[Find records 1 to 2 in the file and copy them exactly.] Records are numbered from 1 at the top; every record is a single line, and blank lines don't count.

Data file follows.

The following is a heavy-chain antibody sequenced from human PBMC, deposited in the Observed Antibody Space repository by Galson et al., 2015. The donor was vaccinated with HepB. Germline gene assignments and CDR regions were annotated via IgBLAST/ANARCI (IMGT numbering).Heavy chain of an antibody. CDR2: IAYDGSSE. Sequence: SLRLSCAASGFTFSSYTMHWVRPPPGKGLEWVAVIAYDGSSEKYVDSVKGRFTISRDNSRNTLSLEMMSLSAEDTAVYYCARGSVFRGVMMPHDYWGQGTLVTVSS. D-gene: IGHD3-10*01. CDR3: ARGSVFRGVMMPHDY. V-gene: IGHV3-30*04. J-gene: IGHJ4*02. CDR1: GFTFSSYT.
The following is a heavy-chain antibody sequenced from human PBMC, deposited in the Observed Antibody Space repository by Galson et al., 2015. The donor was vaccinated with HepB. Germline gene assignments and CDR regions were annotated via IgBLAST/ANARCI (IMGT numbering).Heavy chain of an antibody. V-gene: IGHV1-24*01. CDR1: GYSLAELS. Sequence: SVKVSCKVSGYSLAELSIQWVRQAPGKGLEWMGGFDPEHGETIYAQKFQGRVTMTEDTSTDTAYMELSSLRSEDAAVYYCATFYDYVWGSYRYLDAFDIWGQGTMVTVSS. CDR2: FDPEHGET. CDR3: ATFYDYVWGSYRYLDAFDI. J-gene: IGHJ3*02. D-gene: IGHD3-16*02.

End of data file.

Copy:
The following is a heavy-chain antibody sequenced from human PBMC, deposited in the Observed Antibody Space repository by Galson et al., 2015. The donor was vaccinated with HepB. Germline gene assignments and CDR regions were annotated via IgBLAST/ANARCI (IMGT numbering).Heavy chain of an antibody. CDR2: IAYDGSSE. Sequence: SLRLSCAASGFTFSSYTMHWVRPPPGKGLEWVAVIAYDGSSEKYVDSVKGRFTISRDNSRNTLSLEMMSLSAEDTAVYYCARGSVFRGVMMPHDYWGQGTLVTVSS. D-gene: IGHD3-10*01. CDR3: ARGSVFRGVMMPHDY. V-gene: IGHV3-30*04. J-gene: IGHJ4*02. CDR1: GFTFSSYT.
The following is a heavy-chain antibody sequenced from human PBMC, deposited in the Observed Antibody Space repository by Galson et al., 2015. The donor was vaccinated with HepB. Germline gene assignments and CDR regions were annotated via IgBLAST/ANARCI (IMGT numbering).Heavy chain of an antibody. V-gene: IGHV1-24*01. CDR1: GYSLAELS. Sequence: SVKVSCKVSGYSLAELSIQWVRQAPGKGLEWMGGFDPEHGETIYAQKFQGRVTMTEDTSTDTAYMELSSLRSEDAAVYYCATFYDYVWGSYRYLDAFDIWGQGTMVTVSS. CDR2: FDPEHGET. CDR3: ATFYDYVWGSYRYLDAFDI. J-gene: IGHJ3*02. D-gene: IGHD3-16*02.